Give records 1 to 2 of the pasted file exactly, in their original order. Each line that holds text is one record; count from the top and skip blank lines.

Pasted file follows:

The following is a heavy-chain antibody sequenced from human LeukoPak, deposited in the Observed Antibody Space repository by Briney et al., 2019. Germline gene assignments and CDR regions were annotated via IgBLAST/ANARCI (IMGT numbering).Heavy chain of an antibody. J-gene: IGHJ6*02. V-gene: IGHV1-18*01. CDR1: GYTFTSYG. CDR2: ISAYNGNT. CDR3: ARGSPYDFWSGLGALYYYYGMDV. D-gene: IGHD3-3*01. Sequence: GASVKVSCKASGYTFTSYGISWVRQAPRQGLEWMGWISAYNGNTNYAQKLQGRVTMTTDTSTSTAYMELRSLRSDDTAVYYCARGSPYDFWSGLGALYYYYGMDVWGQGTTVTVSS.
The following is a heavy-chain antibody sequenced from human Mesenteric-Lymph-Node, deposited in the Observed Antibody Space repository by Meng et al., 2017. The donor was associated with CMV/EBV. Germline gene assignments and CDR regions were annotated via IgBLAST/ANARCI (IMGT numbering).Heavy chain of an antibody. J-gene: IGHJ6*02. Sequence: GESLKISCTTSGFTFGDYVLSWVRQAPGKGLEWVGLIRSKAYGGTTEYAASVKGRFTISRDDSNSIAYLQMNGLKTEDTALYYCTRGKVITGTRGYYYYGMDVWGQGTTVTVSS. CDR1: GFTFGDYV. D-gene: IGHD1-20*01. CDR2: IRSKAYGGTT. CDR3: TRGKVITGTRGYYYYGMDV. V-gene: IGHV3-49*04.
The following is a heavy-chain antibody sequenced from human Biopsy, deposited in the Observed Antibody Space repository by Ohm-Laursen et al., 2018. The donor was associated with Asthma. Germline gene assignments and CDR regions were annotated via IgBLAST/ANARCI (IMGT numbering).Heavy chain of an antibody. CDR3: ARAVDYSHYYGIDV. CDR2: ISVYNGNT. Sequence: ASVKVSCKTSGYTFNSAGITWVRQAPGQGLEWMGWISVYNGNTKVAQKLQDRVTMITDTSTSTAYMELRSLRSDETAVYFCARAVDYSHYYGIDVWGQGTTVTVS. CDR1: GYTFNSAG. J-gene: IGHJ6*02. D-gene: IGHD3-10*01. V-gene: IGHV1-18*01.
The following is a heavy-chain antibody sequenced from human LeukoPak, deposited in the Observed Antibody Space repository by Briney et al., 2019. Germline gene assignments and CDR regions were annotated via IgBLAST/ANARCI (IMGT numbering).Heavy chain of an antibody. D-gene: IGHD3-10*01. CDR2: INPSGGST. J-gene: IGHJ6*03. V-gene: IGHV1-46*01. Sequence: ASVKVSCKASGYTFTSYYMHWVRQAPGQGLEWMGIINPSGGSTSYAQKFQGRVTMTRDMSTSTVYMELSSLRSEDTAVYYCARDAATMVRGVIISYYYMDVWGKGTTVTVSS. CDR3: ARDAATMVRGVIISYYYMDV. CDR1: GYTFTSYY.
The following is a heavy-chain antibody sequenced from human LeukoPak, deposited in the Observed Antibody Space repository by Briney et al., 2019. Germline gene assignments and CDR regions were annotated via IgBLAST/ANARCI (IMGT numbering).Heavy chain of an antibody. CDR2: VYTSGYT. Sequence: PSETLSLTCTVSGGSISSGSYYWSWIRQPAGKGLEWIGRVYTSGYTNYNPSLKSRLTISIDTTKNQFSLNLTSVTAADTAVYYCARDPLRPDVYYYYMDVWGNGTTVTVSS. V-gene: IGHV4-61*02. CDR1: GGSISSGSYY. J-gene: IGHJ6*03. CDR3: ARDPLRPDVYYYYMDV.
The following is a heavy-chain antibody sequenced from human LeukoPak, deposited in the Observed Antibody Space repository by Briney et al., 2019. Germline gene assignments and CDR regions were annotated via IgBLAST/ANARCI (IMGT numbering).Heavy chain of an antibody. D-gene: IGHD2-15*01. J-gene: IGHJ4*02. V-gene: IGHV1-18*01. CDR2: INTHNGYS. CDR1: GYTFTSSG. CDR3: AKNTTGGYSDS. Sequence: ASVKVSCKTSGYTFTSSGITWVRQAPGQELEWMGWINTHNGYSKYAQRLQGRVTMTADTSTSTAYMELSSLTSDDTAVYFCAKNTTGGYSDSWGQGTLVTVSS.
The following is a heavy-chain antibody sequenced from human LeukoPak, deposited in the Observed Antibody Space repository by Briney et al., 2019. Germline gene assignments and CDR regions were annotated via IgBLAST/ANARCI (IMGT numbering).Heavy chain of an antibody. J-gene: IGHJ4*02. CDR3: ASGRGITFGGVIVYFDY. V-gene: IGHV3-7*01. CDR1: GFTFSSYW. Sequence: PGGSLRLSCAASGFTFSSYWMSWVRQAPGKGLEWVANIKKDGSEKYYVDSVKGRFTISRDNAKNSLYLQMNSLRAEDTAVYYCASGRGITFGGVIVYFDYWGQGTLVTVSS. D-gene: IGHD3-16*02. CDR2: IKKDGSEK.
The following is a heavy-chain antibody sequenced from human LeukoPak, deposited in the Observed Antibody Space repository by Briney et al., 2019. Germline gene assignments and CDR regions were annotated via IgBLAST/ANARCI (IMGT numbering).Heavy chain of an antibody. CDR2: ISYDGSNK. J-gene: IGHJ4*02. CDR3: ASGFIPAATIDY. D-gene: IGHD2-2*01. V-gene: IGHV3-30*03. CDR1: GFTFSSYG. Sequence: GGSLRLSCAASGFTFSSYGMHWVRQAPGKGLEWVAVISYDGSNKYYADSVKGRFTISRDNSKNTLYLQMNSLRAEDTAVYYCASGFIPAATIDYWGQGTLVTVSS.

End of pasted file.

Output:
The following is a heavy-chain antibody sequenced from human LeukoPak, deposited in the Observed Antibody Space repository by Briney et al., 2019. Germline gene assignments and CDR regions were annotated via IgBLAST/ANARCI (IMGT numbering).Heavy chain of an antibody. J-gene: IGHJ6*02. V-gene: IGHV1-18*01. CDR1: GYTFTSYG. CDR2: ISAYNGNT. CDR3: ARGSPYDFWSGLGALYYYYGMDV. D-gene: IGHD3-3*01. Sequence: GASVKVSCKASGYTFTSYGISWVRQAPRQGLEWMGWISAYNGNTNYAQKLQGRVTMTTDTSTSTAYMELRSLRSDDTAVYYCARGSPYDFWSGLGALYYYYGMDVWGQGTTVTVSS.
The following is a heavy-chain antibody sequenced from human Mesenteric-Lymph-Node, deposited in the Observed Antibody Space repository by Meng et al., 2017. The donor was associated with CMV/EBV. Germline gene assignments and CDR regions were annotated via IgBLAST/ANARCI (IMGT numbering).Heavy chain of an antibody. J-gene: IGHJ6*02. Sequence: GESLKISCTTSGFTFGDYVLSWVRQAPGKGLEWVGLIRSKAYGGTTEYAASVKGRFTISRDDSNSIAYLQMNGLKTEDTALYYCTRGKVITGTRGYYYYGMDVWGQGTTVTVSS. CDR1: GFTFGDYV. D-gene: IGHD1-20*01. CDR2: IRSKAYGGTT. CDR3: TRGKVITGTRGYYYYGMDV. V-gene: IGHV3-49*04.